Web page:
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Gaps in nutrition of the population of Armenia – research

“The Advanced Public Research Group” (APR Group) in partnership with Oxfam in Armenia conducted a research to identify the state and gaps of nutrition of the population of Armenia as well as efficiency of existing national policies and their implementation mechanisms.  The study was conducted among 1600 households in 10 regions of Armenia and Yerevan.

 

The research is conducted within the framework of EU-funded “Improving Regional Food Security through National Strategies and Small Holder Production in the South Caucasus” project. The results of the study are preliminary and will be finalized in the upcoming month.

 

About food and income

 

According to preliminary results of the study, 46,4 % of respondents said that there have been times in the past 12 months when their families experienced lack of food. This more frequently occurred in February (58,3%), March (68,5%) and April (57,6%). The vast majority of respondents (70%) noted that the average monthly income of their families was below 200,000 AMD. More specifically,  the average monthly income of 29,6 % of families constituted approximately 100-200,000 AMD, 27 % earned around 54-100,000 AMD on average and 13,8 % of families reported an average monthly income of up to 54,000 AMD.

 

49 % of respondents said that compared to last year the amount spent on food increased; 26,1 % said that this amount was the same. These results are recorded in line with the facts that in the observed period income of 39,1% respondents decreased and 45,5% reported the same income.

 

The following responses were received to the “Do you ever borrow food with the condition to pay later?” question: 17,8% of respondents – almost always, 16,9% – very often, 18,8% – sometimes, 9,2% – seldom and 36,6% – never.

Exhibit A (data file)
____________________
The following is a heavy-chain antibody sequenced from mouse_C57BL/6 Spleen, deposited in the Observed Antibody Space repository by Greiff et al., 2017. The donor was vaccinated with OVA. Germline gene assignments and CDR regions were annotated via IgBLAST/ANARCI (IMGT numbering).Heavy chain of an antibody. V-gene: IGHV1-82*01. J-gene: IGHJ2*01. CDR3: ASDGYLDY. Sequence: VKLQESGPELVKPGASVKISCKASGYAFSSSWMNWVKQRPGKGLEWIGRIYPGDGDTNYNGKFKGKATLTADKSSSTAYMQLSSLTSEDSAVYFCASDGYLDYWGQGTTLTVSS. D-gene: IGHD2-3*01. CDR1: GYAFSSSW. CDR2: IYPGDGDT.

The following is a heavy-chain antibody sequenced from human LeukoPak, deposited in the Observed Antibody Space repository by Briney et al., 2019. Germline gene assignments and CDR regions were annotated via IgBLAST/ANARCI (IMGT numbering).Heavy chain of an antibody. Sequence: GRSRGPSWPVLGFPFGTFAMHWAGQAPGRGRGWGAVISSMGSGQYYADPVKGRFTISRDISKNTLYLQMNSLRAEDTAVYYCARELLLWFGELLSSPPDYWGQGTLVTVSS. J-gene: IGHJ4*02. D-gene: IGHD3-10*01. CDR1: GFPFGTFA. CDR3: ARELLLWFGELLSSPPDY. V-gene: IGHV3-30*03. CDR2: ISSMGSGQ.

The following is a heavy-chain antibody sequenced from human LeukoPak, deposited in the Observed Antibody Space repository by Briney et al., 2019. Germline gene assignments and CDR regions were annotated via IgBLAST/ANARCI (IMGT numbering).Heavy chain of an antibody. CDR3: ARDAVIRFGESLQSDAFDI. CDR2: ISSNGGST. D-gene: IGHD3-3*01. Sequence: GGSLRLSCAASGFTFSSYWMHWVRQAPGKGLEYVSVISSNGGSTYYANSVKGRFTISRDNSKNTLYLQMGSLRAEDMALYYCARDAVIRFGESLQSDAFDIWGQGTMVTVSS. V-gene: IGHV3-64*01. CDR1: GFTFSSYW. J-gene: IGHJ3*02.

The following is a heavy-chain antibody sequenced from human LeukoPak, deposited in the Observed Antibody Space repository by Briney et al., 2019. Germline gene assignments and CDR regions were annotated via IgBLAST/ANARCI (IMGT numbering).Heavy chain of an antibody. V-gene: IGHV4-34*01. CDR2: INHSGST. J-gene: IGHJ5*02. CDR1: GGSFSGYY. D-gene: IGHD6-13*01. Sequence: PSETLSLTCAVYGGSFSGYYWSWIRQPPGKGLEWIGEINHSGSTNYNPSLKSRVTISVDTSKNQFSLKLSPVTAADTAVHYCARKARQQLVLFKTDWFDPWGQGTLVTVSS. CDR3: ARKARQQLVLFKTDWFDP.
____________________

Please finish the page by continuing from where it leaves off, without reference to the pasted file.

When describing  the condition of their households 27,4% of respondents noted that they did not earn enough money even to buy enough food; 40,7% said that their income was sufficient only to buy food, not clothing; and only 23,6% of respondents mentioned that their income was sufficient both for food and clothing, but not for purchasing commodities for long-term use. Only 1,4% of respondents could afford buying houshehold equipment and furniture and 0,3% said they could afford cars, apartments and so on.

 

About sanitary conditions and food poisoning cases

 

86,4% of respondents noted that they washed hands eight and more times a day; 72,2% noted that they almost always used a soap while washing hands. In the meantime, only 69,6% of respondents have round-the-clock water supply in their houses. The 15,3% of respondents never have enough water to meet all the needs of their households related to water use.

 

2,3% of respondents drink water from tanks, 2,8% drink spring water, 1,6% drink water from the well, 2,56% prefer bottled water, 1,9% of respondents drink filtered tap water and 87,6% drink regular water from the tap.

 

The following answers were received to the “Have you ever got poisoned by food?” question: 89,2% – never; 6,6% – once every two-three years; and 3,4% – once or twice a year.

 

When asked the “what lessons learnt do you have after getting food poisoning?” question, 4,76% noted that they stopped eating certain types of food; 3,6% said they changed nothing in their meal plans, 0,3% started to read food labels more attentively, 0,3% stopped eating in certain places (for instance in restaurants and cafes), 0,1% changed the cooking recipes and ways and 0,1% of respondents stopped drinking water from the tap.

 

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